Tuesday, April 7, 2009

It's a Different World

One of my daughters was helping me unpack the Pesach dishes last week when I noticed and mentioned that the juice glasses were missing. Clearly they had been packed somewhere and I needed to find them. My daughter laughed and said: "You and Babi. Those are yahrzeit glasses mom." It's a new world all right.

Back when my husband and I were young the word gleisele (little glass) had exactly one referent: a yahrzeit glass. There was only one kind of yahrzeit candle available and it came in a glass size equal in volume to the kitchen dixie cups made today. They had a pretty border etched into the glass. I can't remember any house I was ever in back then that did not have a complete "set" of those glasses that had been carefully cleaned and then used for drinking, both for Pesach and for during the year as well. We were ahead of the times in recycling back then.

They were also an important element in any cooking project. We had a neighbor when we first moved to NY who was an incredible baker. I spent one afternoon with Sharinene, a"h, getting all her recipes. And that's when I truly learned the "Jewish" method of food measurement. Her recipes weren't given in measuring teaspoons and tablespoons, nor in gradated cups. She differentiated the cup sizes as follows: shnaps gleisele, gleisele, vien gleisele, vasser gleisel. She talked to me about loeffelach (the spoons in a set of silverware used for stirring tea) and loeffelen (the soup spoons from that set.) Spices were added as follows: ah tropeleh, ah kleine bissele, ah bissele, ah bissele mer, ah sach. Nothing was exempt from the measuring process. Ah handt was a perfectly legitimate measuring tool. How big were the blintzes leaves supposed to be? Ah fleish teller in size. How many beans went into the cholent? Ah zuppen teller's worth.

I've standardized my recipes pretty much over the years, particularly when I'm giving a recipe to someone else, except when I actually have someone standing next to me and watching me cook. Then the answer to "How much?" goes right back to my growing up days. I pour the salt into my palm until it is just enough. Measuring spoons? When God provided us with "built ins"?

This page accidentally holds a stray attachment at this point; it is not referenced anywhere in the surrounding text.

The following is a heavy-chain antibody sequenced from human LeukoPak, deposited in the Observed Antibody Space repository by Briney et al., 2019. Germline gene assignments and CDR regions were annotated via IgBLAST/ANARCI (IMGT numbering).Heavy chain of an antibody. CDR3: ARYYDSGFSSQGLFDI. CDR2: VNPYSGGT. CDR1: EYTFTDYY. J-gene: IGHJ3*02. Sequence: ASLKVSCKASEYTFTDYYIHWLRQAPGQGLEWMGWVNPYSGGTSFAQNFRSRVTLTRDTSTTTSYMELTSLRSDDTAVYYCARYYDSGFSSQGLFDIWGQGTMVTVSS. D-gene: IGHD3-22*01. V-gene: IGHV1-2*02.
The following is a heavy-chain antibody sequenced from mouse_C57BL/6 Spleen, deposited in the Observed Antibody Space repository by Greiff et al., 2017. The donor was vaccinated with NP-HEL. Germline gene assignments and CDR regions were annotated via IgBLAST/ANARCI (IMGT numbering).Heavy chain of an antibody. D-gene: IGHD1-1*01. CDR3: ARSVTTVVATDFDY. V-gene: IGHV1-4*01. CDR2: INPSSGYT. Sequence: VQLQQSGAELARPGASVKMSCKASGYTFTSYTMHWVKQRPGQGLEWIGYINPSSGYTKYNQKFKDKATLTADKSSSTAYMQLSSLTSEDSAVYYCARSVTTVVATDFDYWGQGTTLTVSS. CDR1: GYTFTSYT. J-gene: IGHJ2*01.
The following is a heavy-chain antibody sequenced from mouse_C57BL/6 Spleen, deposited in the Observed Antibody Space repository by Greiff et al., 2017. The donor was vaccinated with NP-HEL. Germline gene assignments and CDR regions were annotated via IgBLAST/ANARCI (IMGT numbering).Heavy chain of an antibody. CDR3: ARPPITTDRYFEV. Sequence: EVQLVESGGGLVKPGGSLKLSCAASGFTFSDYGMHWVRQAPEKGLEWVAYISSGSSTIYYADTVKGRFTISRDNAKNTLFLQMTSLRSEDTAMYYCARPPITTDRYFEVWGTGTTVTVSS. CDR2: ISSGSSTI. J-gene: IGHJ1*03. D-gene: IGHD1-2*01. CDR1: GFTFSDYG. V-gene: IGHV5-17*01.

I did find the gleiselach and so everything is right in my world now. Just in time, too, because the big kugel roaster requires a halb gleisele (half a glass) of oil.


GilaB said...

A good friend's mother, as a newlywed, got her new mother-in-law's vaunted stuffed cabbage recipe, and attempted it for a yom tov. It called for 1 gl. of rice, and while she thought that sounded like a lot, she proceeded to add a gallon of rice to the stuffing, ending up with vast quantities of undercooked rice with little bits of other filling scattered through it. You can guess what volume 1 gl. was supposed to have been.

Esty said...

I love this! When I got the recipes from my grandmother and mother for Pesach they all of them were like you write about and I needed to translate them before I could use them. And I also have a set of those yarzeit candle glasses that I got from my grandmother. Not sure just yet what I'm going to do with them.

Anonymously said...

I don't even own any measuring cups or spoons for Pesach. Of course I use a glesele. You mean there's another way?!

little sheep said...

we make fun of my father's attachment to gleiselech too! we don't even use them-they were never used for measuring or anything like that. we just can't throw it out cause "that was bobby's"...(no pretty edging on them either. they must be more ancient than yours!)